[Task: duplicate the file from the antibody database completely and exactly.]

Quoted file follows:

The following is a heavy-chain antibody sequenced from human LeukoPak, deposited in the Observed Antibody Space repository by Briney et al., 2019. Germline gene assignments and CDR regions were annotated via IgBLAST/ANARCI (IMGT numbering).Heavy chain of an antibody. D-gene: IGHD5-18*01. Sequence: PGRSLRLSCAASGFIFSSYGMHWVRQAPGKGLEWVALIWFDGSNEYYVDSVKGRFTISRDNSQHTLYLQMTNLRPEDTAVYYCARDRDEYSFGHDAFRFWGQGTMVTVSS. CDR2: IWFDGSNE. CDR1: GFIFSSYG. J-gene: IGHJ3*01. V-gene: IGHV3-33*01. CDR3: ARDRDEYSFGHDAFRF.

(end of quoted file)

The following is a heavy-chain antibody sequenced from human LeukoPak, deposited in the Observed Antibody Space repository by Briney et al., 2019. Germline gene assignments and CDR regions were annotated via IgBLAST/ANARCI (IMGT numbering).Heavy chain of an antibody. D-gene: IGHD5-18*01. Sequence: PGRSLRLSCAASGFIFSSYGMHWVRQAPGKGLEWVALIWFDGSNEYYVDSVKGRFTISRDNSQHTLYLQMTNLRPEDTAVYYCARDRDEYSFGHDAFRFWGQGTMVTVSS. CDR2: IWFDGSNE. CDR1: GFIFSSYG. J-gene: IGHJ3*01. V-gene: IGHV3-33*01. CDR3: ARDRDEYSFGHDAFRF.